The Harvard University Mexican Association today kicks off its Mexico Week with the first of an impressive list of Mexican speakers from the worlds of politics, culture and business.
The events are open to the public, and a full program is available at the association's web site. Most events are at the TSAI Auditorium or the Belfer Case Study Room, at 1730 Cambridge Street, in Cambridge.
The week begins and ends with addresses by governors of two important states. At 6 p.m. today, Emilio González Márquez, governor of Jalisco state and former mayor of Guadalajara, will offer "a federalist perspective on Mexico." He is a member of the National Action Party, which has held the presidency since Vicente Fox's victory in 2000.
There's a different event at 6 p.m. each evening. On Tuesday, Rodrigo Sigal Sefchovich, general director of the Mexican Center for Music and Sonic Arts, will offer a cultural perspective. On Wednesday, Mexico's consul general in Boston, Fernando Estrada, and Jaime Bueno, Director of the Office of International Affairs of the State of Coahuila will speak on cross-border challenges. On Thursday, a business perspective comes from Claudio X. González, chairman of Kimberly-Clark Mexico and a nationally respected business executive.
And on Friday, the governor of the southernmost state of Chiapas, Juan Sabines, will round out the week. Sabines is from the Party of the Democratic Revolution and a former mayor of the state capital, Tuxtla Gutiérrez.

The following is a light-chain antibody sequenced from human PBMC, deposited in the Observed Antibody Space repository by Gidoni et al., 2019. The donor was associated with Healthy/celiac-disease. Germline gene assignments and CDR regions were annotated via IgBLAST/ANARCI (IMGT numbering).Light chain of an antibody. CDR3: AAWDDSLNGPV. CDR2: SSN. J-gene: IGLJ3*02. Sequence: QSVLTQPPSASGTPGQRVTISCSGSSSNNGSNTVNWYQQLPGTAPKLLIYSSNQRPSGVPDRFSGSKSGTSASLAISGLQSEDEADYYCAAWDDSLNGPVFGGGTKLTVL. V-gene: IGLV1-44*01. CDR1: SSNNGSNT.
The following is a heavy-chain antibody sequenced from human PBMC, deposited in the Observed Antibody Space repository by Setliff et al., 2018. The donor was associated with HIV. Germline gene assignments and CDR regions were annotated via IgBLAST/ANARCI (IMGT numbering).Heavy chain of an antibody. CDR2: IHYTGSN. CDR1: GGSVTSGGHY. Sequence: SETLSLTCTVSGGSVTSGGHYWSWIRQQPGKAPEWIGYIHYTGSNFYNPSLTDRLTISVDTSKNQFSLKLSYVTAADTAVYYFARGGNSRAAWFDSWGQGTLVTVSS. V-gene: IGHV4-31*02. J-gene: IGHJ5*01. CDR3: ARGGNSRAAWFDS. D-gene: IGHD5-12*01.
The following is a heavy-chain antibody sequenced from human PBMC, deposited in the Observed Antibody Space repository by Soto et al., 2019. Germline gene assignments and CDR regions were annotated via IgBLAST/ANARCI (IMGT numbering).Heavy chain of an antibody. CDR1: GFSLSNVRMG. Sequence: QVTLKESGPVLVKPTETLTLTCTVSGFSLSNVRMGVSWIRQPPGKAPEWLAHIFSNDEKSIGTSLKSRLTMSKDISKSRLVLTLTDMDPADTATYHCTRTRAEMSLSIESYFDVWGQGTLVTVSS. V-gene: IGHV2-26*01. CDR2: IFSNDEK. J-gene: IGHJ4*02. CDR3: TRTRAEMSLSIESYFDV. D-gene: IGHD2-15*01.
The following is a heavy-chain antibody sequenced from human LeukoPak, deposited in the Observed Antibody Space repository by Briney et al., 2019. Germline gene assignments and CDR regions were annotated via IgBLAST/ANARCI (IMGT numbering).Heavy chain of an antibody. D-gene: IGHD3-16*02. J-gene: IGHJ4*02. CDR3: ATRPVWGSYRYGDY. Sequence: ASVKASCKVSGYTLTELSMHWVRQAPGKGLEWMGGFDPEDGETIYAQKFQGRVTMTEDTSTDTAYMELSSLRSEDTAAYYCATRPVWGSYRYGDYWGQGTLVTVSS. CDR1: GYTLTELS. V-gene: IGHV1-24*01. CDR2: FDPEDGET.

Dr. Julio Frenk, the former Mexican health minister who is the new dean of Harvard's School of Public Health, happened to be home in Mexico City over the weekend as the swine flu outbreak worsened. He spent Monday meeting with Mexican health officials, and offering whatever help the Mexicans might need from Harvard's epidemiological experts.
I wrote an article in today's Globe about Frenk's sense of the crisis, and his view that Mexico's elaborate national health surveillance system had helped identify the new swine flu virus relatively quickly. Frenk also noted that the entrenched Mexican tradition of self-medicating to treat symptoms of illnesses may have played a role in delaying more effective treatment for some victims. The flu responds well to anti-viral medication, but only if administered quickly.
You can listen to an audio clip from the interview here. And here's a direct link to the audio player:
About this blog
About James F. SmithJim Smith came home to his native Boston in 2002 to become the Boston Globe's foreign editor after spending 22 years abroad. He was previously based in Buenos Aires and Mexico City for the LA Times, and in Johannesburg, Tokyo and The Hague for the AP. In 2007 he became the Globe's national political editor, coordinating presidential campaign coverage. He is a Yale graduate, and has an MBA. He is married to Maxine Hart and has two sons, Matthew and Daniel.